There are currently over 20 veterinary specialties recognized by the American Veterinary Medical Association. Specialties range A-to-Z from anesthesiology to zoo medicine. These animal doctors are highly trained—and need to be—in order to care for the most complex medical needs of the animal kingdom.
The Path to Veterinary Specialty
Much like a specialized medical doctor for humans, a specialized veterinarian must become a veterinarian first then becomes specialized in a particular area. The road to becoming a veterinarian is already pretty long, then tack on a few more years.
To become a veterinarian, you must first earn an undergraduate degree, which takes four years on average. Admission to veterinary school is competitive, and many applicants apply to more than one school. Veterinary school is four years, and upon graduation, both national and state boards or exams must be passed to be able to practice veterinary medicine in the United States.
To become a veterinary specialist, you have to extensive training after vet school graduation, including clinical experience in the area of the chosen specialty, you have to publish a clinical case or research findings in journal articles, and you must pass a credential review and specialty board examinations. The length of time to attain the specialty certification varies with each individual but is usually a minimum of two years.
Becoming board-certified in a specialty is usually done through a university-based residency program (in a veterinary school) or in approved private specialty hospitals. Each specialty has their own requirements.
When to See a Specialist
Since these veterinarians seem to be top qualified vets, you might be thinking, "Why should I go to an ordinary pet doctor when I can get the best for my beloved pet from a super vet?" Some specialty practices only work with referrals, meaning cases sent in by general veterinarians; other specialty practices will see new patients directly, no referral needed. Although, in most cases, the costs are set at a premium.
Also, veterinary specialists and referral practices usually do not provide basic care such as vaccinations, spays/neuters, and routine check-ups unless they work in combination with a general practice.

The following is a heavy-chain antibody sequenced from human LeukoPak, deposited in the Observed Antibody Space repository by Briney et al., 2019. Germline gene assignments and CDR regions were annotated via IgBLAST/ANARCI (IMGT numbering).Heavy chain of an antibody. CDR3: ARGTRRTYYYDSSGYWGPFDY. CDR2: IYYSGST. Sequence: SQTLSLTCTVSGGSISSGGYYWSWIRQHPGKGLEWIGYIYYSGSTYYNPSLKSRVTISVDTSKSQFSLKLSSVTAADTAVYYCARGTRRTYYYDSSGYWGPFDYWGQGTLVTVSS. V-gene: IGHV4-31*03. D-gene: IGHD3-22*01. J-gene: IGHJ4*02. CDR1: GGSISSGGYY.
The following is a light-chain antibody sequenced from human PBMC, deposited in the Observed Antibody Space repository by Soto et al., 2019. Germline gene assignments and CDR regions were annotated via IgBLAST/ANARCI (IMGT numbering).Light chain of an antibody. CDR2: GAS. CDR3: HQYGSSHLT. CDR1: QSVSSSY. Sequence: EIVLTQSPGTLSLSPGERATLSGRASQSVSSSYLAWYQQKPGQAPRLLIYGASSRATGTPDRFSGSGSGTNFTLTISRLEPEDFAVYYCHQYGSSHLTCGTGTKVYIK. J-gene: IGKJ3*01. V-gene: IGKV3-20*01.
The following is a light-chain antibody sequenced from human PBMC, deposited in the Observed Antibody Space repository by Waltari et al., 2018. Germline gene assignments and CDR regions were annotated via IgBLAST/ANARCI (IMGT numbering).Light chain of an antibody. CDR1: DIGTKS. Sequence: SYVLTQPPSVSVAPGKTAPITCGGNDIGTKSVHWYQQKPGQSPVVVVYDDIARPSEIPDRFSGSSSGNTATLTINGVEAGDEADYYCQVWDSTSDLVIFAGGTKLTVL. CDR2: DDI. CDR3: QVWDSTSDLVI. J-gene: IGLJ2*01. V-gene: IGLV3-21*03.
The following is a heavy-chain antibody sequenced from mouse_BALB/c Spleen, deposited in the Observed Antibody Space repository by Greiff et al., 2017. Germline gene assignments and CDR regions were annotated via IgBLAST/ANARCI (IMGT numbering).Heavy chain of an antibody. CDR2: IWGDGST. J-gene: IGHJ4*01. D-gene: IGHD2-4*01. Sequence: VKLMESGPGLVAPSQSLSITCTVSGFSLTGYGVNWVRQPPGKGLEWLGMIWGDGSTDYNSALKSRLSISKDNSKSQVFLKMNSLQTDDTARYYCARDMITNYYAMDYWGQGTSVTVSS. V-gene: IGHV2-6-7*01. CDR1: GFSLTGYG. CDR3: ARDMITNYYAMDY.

In most cases, a general veterinarian will need to suggest a referral to a specialist if the case is difficult and outside of the realm of their general practice.
If you are concerned about your pet's diagnosis or care, speak with your veterinarian about the possibility of a referral to a specialist. If you are uncomfortable doing this, it would be wise to seek a second opinion from another general veterinarian or directly call a veterinary specialist.
At the end of the training process, a veterinarian who has passed their boards is known as a "diplomate" in an area of expertise. There are 11,000 veterinarians in the United States who have been recognized as specialists in 40 distinct areas of veterinary medicine. According to the American Veterinary Medical Association, the following are the recognized veterinary specialties:
- Animal Welfare
- Emergency and Critical Care
- Internal Medicine: Cardiology, Neurology, Oncology
- Laboratory Animal Medicine
- Poultry Veterinarians
- Preventive Medicine
- Sports Medicine and Rehabilitation
- Surgery: e.g., Orthopedics, Soft Tissue surgery
- Veterinary Practitioners: Avian Practice, Equine Practice, Beef Cattle Practice, Feline Practice, Canine/Feline Practice, Exotic Companion Mammal Practice, Food Animal Practice, Dairy Practice, Reptile and Amphibian Practice, Swine Health Management
- Zoological Medicine: veterinarians who work with zoo collection animals, free-living wildlife, aquatic species, and companion zoological animals